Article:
The 63rd Tennessee reenactors spent a recent weekend recreating for the third time a part of local Civil War history on a section of the original battlegrounds.
The circumstances resulting in the Battle of Tazewell began, according to eyewitness accounts, as a foraging expedition for food and supplies to replenish the union garrison in Cumberland Gap.
Members of the 16th Ohio Volunteer Infantry, an offshoot of the 26th brigade, moved south in a fairly straight line, spending days filling wagons and fending off rebels in small skirmishes.
After traveling some 15 miles of rugged terrain, the union officers collided into a wall of rebel opposition.
On the morning of Aug. 6, 1862, the opposing sides opened fire against one another in and around the town of Tazewell. A significant portion of the original battlegrounds are located nearby what is now known as Old Kentucky Road.
One of several eyewitness accounts, published in the Aug. 21, 1862 edition of the Ironton Register, details the battle as recounted by Capt. J. H. Davidson of the 14th Kentucky, a part of the 26th brigade led by Col. John F. DeCourcey.
“About seven o’clock the 16th Ohio under command of Major Kershner came up and relieved the 14th, which marched down on the road toward Tazewell perhaps a quarter of a mile, into an old orchard, where guns were stacked and knapsacks unslung to await further orders.
“On the south side of the village there is a small uneven hill, densely covered with small cedar and pines. The Morristown road crosses the ridge south of Tazewell, through a small depression or gap where the heavy timber is still standing, to the right of which is an elevated cleared knob, and to the left another elevated knob covered with thrifty corn. In the gap there were two guns of the battery and a small reserve force, the rest of the regiment being scattered in different positions through the woods, and on various roads and lookout points, never more than one camp in a place and generally in smaller squads. The 16th had but just taken its post in these various positions, when some of the enemy’s artillery down at Big Spring opened at long range to attract attention in that direction. In a few moments some scattering guns were heard at the outer picket posts, followed almost immediately by rousing cheers and heavy volleys of musketry. The 14th Formed instantly in line of battle and only waited orders to move up the hill to the assistance of the 16th at double quick. Not many moments elapsed, before it was clearly to be seen that the enemy in large numbers had completely surrounded the 16th and the two pieces of cannon. The firing of musketry was very heavy at the time and the cannon were being discharged with great rapidity. A rebel column came sweeping down the hill on the right with loud cheers; each discharge of canister left a wide gap in their ranks, which was instantly closed without the slightest wavering; twice the canister tore through their ranks but on they came within twenty or thirty paces of the guns. The limbers were quickly made fast, and the guns were brought off at double quick and the enemy were so near that the line of skirmishers were in a few yards of the road just as the guns were passing,” reads Davidson’s account, from the Ironton Register.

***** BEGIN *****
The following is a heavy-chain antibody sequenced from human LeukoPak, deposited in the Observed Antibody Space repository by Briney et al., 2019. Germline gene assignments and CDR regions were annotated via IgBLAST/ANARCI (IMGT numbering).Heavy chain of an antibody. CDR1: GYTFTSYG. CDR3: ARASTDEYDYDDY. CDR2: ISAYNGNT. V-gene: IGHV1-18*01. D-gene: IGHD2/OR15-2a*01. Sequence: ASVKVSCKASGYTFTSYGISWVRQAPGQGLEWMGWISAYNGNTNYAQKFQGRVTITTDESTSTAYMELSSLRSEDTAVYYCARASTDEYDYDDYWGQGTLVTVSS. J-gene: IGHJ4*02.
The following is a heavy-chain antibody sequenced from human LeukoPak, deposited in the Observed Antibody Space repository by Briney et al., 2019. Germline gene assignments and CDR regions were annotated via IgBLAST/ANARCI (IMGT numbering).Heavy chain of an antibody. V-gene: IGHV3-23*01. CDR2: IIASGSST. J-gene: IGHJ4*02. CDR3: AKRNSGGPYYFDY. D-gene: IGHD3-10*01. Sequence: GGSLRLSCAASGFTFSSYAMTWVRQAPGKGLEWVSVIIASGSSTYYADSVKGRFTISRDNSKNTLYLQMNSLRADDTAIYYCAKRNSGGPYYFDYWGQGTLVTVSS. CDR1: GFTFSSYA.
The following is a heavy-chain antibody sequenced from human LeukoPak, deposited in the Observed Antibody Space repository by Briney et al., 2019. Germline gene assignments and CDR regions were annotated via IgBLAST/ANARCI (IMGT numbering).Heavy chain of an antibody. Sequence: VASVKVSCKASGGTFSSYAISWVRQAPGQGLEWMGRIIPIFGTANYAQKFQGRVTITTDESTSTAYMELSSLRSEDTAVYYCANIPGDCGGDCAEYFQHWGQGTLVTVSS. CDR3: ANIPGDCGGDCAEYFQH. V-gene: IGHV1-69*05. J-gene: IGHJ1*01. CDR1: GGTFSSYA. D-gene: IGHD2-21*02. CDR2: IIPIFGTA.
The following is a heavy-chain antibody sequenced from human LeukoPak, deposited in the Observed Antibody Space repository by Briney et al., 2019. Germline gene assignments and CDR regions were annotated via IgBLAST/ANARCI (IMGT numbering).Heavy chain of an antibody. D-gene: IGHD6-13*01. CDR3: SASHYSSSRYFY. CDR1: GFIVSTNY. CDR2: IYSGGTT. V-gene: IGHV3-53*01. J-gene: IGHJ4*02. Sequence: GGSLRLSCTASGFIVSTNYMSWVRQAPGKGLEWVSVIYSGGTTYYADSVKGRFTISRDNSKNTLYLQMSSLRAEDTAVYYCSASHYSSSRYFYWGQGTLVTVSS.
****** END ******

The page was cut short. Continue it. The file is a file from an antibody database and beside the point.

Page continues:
The battle wore on.
“As soon as we were under cover of the town, our cannon opened fire upon the rebel column, and drove them back in some disorder. The 14th and 16th collected on the ridge in rear of the battery, and formed in line again, also the 22d Kentucky. The 42d in the mean time were under arms a considerable distance from the action, hoping for orders to come into the engagement. – The day was exceedingly hot and many were almost entirely exhausted from heat and thirst. Our battery played so effectively upon the rebels, that they did not enter the town, but most of their force returned to the ridge from which they had driven us, and in short time they had two cannons in position, and commenced returning our fire,” the Iron Register account reads.
“One of their pieces was finally dismounted by a fortunate shot, and the six guns of our battery poured the shell upon the other so rapidly that they “shut up shop” and hauled [sic] it over the ridge. About night the brigade started out to take a walk, and they walked to Cumberland Gap before midnight, excepting a few romantic young gentlemen who went to sleep by the road side. It is not a very pleasant reflection to know that they got several blankets, knapsacks, canteens, haversacks, &c., which formerly belonged to Uncle Sam’s boys. The fact is that the rebels had received large reinforcements from Knoxville, and had deliberately planned, and very nearly captured our whole force. Major Brown lost his coffin headed charger and gratuitously threw in a fine $50 dollar saddle to get the rebs to take him off his hands. The boys left their hard-bread and coffee in haversacks, for their misled Southern brothers, very cheerful, knowing that they were thereby heaping coals of fire on their heads by fulfilling the scripture injunction, “feed your enemies.” The 16th Ohio suffered most; ..and at this writing it is hard to give a definite account of the wounded and missing….” continues the Davidson account, as read in the Iron Register.
According to Davidson, none of his fellow warriors in the 14th Infantry were captured or killed. A few, though, were wounded.
The Claiborne County Historical and Genealogy Society and the 63rd Tennessee Reenactors are already making plans to host the fourth annual Battle of Tazewell in April of 2017.
For more information, log onto: 63rdtennessee.org. or call the Historical Society at 423-526-5737.
Reach Jan Runions at 423-254-5588 or on Twitter @scribeCP.